Brotherhood, lamentably also the final collection. Brotherhood is nothing short of brilliant, a perfect sequel to Doom Patrol: We Who are About to Die, and it makes it all the worse that DC cancelled the third collection, Doom Patrol: Fire Away, due to low pre-orders numbers.
Doom Patrol: We Who are About to Die overlaid the classic team with a death wish; when a new member died in the first chapter, Robotman Cliff Steele, Elasti-Woman Rita Farr, and Negative Man Larry Trainor each regretted it wasn't them. Giffen's Doom Patrol "chief" Niles Caulder, via Giffen's creative re-translation, now employs the Patrol precisely for their self-loathing; if they don't care about themselves, he reasons, they're more likely to face danger unabashed. The end of the book took the members to their lowest points -- Cliff came face-to-face with the Black Lantern-reanimated corpse of his original body, confronted with the fact he's no longer the man he was; Rita unwillingly had her mind controlled again by ex-husband Steve "Mento" Dayton; and the reader learned that Negative Man was no longer the human Larry, but solely the Negative Man entity itself.
Brotherhood offers, quite astutely, the other side of the coin. The Doom Patrol faces an old villain disguised as a former friend, and escape their adventure even more mistrusted and despised than they were before -- and yet, Giffen serves them up a moment of grace. The team comes to recognize that even if they don't care about themselves, they do care about one another, and when they make a startling discovery about Rita, they handle it together instead of retreating to separate corners to sulk. These are characters with severe emotional damage who constantly make poor choices for themselves, and when they suddenly care -- seemingly out of the blue, but built upon a series of minuscule positive steps -- the moment is all the more powerful. (This is what was wonderful too about Marc Andreyko's Manhunter series, too.)
This book is proof of the versatility of Keith Giffen's writing. There's a healthy dose of Giffen's absurdist humor in the form of a cosmic construction company that makes decisions by committee (it's almost a wonder Giffen doesn't have Cliff try to lie down in front of the bulldozers). Thankfully, however, Giffen is far more restrained here than in Booster Gold: Past Imperfect; I'd characterize the villains as "silly" rather than "stupid." Further, Giffen introduces his creation Ambush Bug to the Patrol, and aside from the Bug's apropos of nothing appearance, his antics are positively tame here (what, no Julius Schwartz jokes?). Giffen simultaneously shows he can handle serious, even dark emotionally complex stories, which is what gives me faith for Giffen's Superman -- Superman is neither the place for "dark" stories nor slapstick comedy, but the fact that Giffen has mastered both extremes suggests to me he can also produce stories somewhere in the middle.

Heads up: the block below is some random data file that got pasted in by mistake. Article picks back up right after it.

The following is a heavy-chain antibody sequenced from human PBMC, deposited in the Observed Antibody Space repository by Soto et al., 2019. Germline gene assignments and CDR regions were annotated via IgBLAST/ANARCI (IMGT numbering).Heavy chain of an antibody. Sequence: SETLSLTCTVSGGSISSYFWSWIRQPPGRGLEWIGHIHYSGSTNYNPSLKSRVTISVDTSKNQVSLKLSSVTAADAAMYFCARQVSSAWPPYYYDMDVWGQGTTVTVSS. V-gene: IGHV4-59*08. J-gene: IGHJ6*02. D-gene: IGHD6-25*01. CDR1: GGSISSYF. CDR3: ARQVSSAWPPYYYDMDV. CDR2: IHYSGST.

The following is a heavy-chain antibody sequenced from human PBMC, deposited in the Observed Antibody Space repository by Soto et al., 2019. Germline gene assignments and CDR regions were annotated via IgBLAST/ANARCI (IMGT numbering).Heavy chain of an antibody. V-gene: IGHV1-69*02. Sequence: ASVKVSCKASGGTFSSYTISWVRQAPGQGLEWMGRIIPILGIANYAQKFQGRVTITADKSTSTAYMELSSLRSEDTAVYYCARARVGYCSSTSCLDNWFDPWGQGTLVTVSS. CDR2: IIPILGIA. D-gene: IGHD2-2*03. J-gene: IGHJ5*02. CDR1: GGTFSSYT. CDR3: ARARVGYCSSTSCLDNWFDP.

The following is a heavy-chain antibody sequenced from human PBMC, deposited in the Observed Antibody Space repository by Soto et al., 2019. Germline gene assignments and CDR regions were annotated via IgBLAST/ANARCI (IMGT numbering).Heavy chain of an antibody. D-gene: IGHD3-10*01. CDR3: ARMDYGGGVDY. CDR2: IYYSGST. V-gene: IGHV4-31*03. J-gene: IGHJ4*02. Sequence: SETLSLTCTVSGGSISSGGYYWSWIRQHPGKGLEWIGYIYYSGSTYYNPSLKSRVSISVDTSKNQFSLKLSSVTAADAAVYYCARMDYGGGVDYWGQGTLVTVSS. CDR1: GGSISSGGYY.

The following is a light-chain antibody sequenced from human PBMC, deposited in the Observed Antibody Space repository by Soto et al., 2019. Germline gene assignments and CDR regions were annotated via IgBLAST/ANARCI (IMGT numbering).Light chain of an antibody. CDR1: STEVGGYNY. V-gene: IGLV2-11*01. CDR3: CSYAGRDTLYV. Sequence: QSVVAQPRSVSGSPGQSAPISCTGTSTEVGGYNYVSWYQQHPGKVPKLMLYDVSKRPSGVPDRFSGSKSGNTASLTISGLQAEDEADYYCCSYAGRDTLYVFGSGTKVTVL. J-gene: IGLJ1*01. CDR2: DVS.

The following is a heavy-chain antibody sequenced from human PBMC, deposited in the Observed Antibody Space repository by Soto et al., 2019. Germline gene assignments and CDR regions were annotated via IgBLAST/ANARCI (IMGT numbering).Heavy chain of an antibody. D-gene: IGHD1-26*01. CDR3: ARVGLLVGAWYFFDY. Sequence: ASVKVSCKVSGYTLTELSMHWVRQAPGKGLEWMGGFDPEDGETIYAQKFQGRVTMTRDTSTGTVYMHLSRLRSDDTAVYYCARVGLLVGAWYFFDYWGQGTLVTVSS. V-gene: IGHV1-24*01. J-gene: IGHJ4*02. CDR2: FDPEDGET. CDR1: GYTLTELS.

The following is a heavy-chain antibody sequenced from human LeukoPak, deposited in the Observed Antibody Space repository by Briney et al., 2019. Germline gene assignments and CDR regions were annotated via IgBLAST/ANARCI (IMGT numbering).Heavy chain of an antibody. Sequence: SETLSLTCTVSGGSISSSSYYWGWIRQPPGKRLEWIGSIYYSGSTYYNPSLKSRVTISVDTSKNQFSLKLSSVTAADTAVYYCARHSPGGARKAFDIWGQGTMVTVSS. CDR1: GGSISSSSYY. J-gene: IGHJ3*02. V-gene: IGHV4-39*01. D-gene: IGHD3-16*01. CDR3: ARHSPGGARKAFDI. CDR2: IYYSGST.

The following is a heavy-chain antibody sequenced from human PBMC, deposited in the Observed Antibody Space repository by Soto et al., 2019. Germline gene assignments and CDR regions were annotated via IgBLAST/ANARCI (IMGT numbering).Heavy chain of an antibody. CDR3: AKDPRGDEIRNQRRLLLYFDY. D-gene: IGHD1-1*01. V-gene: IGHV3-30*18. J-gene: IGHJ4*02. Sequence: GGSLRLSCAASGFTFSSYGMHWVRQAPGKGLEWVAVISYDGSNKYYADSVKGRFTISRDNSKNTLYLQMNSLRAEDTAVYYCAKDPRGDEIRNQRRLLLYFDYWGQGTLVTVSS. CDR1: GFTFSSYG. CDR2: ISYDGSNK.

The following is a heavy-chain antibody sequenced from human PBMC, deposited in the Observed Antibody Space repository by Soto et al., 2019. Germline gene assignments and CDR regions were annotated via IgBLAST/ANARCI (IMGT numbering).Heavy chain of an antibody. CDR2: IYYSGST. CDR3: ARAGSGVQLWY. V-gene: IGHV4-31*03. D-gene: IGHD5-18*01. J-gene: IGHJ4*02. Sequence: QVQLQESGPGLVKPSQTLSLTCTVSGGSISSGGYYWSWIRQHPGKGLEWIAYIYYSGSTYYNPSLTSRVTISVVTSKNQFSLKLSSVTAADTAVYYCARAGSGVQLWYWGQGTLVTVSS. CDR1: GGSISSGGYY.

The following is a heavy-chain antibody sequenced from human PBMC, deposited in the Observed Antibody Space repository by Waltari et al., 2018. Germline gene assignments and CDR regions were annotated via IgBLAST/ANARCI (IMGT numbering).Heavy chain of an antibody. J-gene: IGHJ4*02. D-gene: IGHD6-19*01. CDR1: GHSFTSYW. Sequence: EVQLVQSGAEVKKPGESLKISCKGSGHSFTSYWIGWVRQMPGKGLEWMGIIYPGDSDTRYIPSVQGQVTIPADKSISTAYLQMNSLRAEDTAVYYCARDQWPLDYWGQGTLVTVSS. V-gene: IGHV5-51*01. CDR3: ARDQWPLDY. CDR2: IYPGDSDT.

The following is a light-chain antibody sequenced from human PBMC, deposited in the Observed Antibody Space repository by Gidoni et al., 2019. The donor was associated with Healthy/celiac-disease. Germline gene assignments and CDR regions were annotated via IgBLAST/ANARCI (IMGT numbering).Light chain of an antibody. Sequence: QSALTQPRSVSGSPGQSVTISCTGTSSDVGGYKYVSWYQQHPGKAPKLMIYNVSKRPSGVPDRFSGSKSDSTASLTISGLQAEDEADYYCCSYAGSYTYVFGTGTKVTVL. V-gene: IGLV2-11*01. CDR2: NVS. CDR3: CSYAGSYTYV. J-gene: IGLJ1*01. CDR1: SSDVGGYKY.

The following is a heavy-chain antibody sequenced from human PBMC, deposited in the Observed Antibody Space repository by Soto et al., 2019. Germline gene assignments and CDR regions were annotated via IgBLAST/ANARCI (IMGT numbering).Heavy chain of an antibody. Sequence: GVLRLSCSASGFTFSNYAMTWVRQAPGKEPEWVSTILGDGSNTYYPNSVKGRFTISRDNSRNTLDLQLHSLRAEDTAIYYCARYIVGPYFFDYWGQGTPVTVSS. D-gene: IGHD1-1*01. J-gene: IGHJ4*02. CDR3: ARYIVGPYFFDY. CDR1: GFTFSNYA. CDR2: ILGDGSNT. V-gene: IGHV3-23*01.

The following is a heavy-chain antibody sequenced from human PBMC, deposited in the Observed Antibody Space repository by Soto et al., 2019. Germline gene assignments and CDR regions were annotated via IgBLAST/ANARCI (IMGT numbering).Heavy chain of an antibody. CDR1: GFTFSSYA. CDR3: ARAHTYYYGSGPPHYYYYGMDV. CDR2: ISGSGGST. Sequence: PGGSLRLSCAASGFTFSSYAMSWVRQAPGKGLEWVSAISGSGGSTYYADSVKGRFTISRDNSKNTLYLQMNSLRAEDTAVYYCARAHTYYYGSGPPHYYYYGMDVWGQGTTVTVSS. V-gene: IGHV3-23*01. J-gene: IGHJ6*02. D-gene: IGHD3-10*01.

These pages are also chock-full of references to Doom Patrol continuity (which may nor may not be all that important when Giffen takes over the post-relaunch Superman). I have only a passing familiarity with Crazy Jane, Danny the Street, Thayer Jost, and Mr. Somebody, but Giffen explains it all well enough without the backstory being overwhelming. Rita's secret, as well, is one of those perfect revelations that's shocking when it comes out but makes perfect sense in retrospect, with the truth having been there all along. Giffen demonstrates a mastery of these characters, able to bend them toward the story he wants to tell while still staying true to what came before.
I'll gush about two more aspects I rather enjoyed, both in the initial chapter of the book. First, this issue, number seven of the series, only shows the three Doom Patrol members on the last page, and yet still feels like a full issue. Giffen uses the confines of a collection the right way; Brotherhood doesn't feel decompressed, but Giffen still takes time to profile the villains, Niles Caulder, and supporting characters like Veronica Cale and Rocky Davis -- Giffen even cameos Oberon of Mister Miracle fame, for seemingly no apparent reason than it's just fun.
Second, Giffen uses some initial scenes of Brotherhood to show the aftermath of the Blackest Night crossover from the perspective of characters with only a tertiary connection to the event -- namely, the Patrol and the scientists of Oolong Island. This is mildly confusing, since the end of We Who are About to Die took place after this (and apparently out of context), but it's interesting to hear the Patrol recount being whisked away, pressed into a battle they didn't understand, and then essentially abandoned. This "alternate take" presents again some of the absurdism that Giffen is known for, but put to good use, and I found the sequence quite interesting.
I would uncharacteristically wish Doom Patrol: Brotherhood was one issue shorter, however, because the Rita Farr profile issue, as engaging as it is, ends on a cliffhanger, one not to be resolved in the standard North American version of the next book in this series, since DC cancelled it (Twitter friend Bullseye1984 points out that the Titan Books edition of Doom Patrol: Fire Away may yet see the light of day). It's a shame -- Doom Patrol was hardly a prominent DC title, but the writing and characters were complicated (not to mention, the next volume would have shown the forthcoming Secret Six crossover from the Doom Patrol's side) and as someone who was following the series, I feel I did deserve a chance to know what happened next; those issues haven't made it to DC's digital archive, either.
[Contains original and unused covers]
Coming up next week, the Secret Six meet Lex Luthor with Secret Six: The Reptile Brain and Superman: The Black Ring Vol. 2. Be there!